Column: City council slice and dice
The decidedly low-key city council race got a spark at the Soroptimist International of South Lake Tahoe candidates forum Wednesday from a surprising source.
In his opening remarks, Stephen Reinhard – the camera-shy newcomer to the city council arena – dispensed with platitudes and got right down to his vision. His point-by-point presentation gave listeners plenty to ponder – a marked difference between Reinhard and his opponents.
While his idea of promoting sports as a draw to the South Shore is certainly not new, but Reinhard brings a renewed passion to the cause.
Reinhard’s ideas are diverse. He wants to expand the role of Clean Tahoe to take on snow removal as part of its duties, particularly for the elderly or infirmed. He also proposes running natural-gas trolleys, finding a permanent home for the BMX track and creating more special events.
Unfortunately, Reinhard’s vision lacks some of the earth-bound realities facing the city, not the least of which is the city’s overextended financial picture.
That strengthens incumbents Tom Davis and Judy Brown’s stay-the-course stance. The South Shore has been through some rocky times recently, and is in for more – especially with a city budget dangerously off-kilter.
Both Davis and Brown understand the city and its issues intimately, and therefore are better positioned to help the city catch up with itself. Both are proponents of redevelopment – the vision now transforming the South Shore into a world-class resort. Both weathered the leadership vacuum in the city when former City Manager Kerry Miller left last fall and both were instrumental in hiring new City Manager David Childs – a candid, sensible breath of fresh air around town.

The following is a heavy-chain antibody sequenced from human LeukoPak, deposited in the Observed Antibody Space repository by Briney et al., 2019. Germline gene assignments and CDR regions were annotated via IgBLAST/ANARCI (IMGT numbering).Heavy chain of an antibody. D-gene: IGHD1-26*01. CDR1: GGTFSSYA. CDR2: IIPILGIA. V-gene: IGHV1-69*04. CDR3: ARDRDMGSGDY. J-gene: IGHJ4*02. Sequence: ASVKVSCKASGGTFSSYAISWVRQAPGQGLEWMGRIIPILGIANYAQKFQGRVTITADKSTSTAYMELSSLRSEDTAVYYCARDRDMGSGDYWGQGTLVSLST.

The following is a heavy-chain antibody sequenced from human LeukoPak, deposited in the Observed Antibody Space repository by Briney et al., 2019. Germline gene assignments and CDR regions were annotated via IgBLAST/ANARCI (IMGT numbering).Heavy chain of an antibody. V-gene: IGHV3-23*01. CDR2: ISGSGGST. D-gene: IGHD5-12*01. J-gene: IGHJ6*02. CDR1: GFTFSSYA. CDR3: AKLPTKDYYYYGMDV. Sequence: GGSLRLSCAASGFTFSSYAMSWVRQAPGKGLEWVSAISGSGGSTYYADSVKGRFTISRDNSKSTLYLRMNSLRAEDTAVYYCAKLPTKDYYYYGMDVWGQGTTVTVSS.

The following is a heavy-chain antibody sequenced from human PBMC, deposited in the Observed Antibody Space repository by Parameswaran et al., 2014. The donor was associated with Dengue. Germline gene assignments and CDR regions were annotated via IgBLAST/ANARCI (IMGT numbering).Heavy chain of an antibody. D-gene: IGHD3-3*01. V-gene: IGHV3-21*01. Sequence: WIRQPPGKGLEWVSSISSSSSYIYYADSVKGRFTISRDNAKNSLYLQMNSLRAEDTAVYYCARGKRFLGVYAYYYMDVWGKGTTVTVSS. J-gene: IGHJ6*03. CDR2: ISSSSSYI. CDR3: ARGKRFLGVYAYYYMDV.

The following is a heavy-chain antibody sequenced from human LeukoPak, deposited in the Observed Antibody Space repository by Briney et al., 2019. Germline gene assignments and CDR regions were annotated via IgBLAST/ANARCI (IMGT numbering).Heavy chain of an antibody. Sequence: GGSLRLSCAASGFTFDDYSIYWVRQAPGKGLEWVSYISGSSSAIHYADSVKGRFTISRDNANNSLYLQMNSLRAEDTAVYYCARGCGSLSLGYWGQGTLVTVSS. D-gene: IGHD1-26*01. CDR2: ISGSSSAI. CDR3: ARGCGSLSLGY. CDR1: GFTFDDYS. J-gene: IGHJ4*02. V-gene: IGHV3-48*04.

The other three candidates, all of whom ran the council race two years ago, offered some good ideas. Jerry Oldenkamp would like to see South Lake Tahoe attract more business. Mike Phillips wants to put city core services on the front burner, where they should be after years of neglect. And Gunnar Henrioulle wants a weather-proof Highway 50.
But Reinhard was the only one who presented an agenda, and thus offered a new direction for the city.
Pivotal to his plan, as well as this year’s council election, is the airport.
Reinhard would build a sports and entertainment center there. The ambitious plan would include ball fields, batting cages, theaters, a skate park. It’s an interesting and ambitious idea, but one that’s probably not feasible now, if ever. But it does open up the airport debate.
Henrioulle – the most visionary, but not realistic, of all the candidates – envisions the airport as a transportation hub, providing a critical link to a regionwide system of plane, trains and automobiles. He’s a man with a global view, but not necessarily a Tahoe vision.
Oldenkamp would do away with the budget-draining airport, but didn’t delve into what he would do with the land.
The other three candidates want to hang in with a city-subsidized airport until commercial service succeeds or exhausts its potential.
The ugly reality of the city budget, which is seeing much more light of day, pushed some candidates to take a stand on police and firefighter salaries. Brown pointed out that police and fire protection take a major chunk out of the city budget and the city must find more creative ways, like multiyear contracts, of managing that general fund outlay. Davis wants to maintain staffing levels, but didn’t really speak specifically to the issue of employee salaries. Oldenkamp unabashedly wants more money for fire and police.
But Reinhard and Phillips were straightforward in their beliefs that the city needs to hold the line on salaries, making them competitive for the immediate area but not necessarily for the state.
The candidates will have their final face-off at 6:30 p.m., Thursday, Oct. 26 in City Council Chambers. Let’s hope city council candidates can address substantive issues at this forum, which was not possible in the time-limited Soroptimist event.
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